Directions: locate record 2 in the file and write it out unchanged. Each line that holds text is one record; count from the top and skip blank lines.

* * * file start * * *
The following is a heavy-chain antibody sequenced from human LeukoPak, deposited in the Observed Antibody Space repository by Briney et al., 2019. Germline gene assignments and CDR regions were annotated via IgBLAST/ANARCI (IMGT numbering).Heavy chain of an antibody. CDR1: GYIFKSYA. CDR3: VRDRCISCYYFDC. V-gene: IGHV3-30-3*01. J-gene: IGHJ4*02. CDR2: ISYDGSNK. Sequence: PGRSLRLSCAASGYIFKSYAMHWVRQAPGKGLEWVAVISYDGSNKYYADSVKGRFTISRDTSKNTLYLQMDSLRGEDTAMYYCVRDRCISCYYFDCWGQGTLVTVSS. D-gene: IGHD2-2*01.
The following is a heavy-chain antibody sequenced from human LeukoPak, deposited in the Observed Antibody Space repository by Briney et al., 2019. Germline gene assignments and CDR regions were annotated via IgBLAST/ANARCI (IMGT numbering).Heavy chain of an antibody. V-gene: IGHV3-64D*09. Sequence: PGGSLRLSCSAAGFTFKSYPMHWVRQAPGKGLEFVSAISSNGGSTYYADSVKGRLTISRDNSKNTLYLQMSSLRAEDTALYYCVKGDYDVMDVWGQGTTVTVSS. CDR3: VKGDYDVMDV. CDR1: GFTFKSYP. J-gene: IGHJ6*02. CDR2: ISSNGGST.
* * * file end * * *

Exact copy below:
The following is a heavy-chain antibody sequenced from human LeukoPak, deposited in the Observed Antibody Space repository by Briney et al., 2019. Germline gene assignments and CDR regions were annotated via IgBLAST/ANARCI (IMGT numbering).Heavy chain of an antibody. V-gene: IGHV3-64D*09. Sequence: PGGSLRLSCSAAGFTFKSYPMHWVRQAPGKGLEFVSAISSNGGSTYYADSVKGRLTISRDNSKNTLYLQMSSLRAEDTALYYCVKGDYDVMDVWGQGTTVTVSS. CDR3: VKGDYDVMDV. CDR1: GFTFKSYP. J-gene: IGHJ6*02. CDR2: ISSNGGST.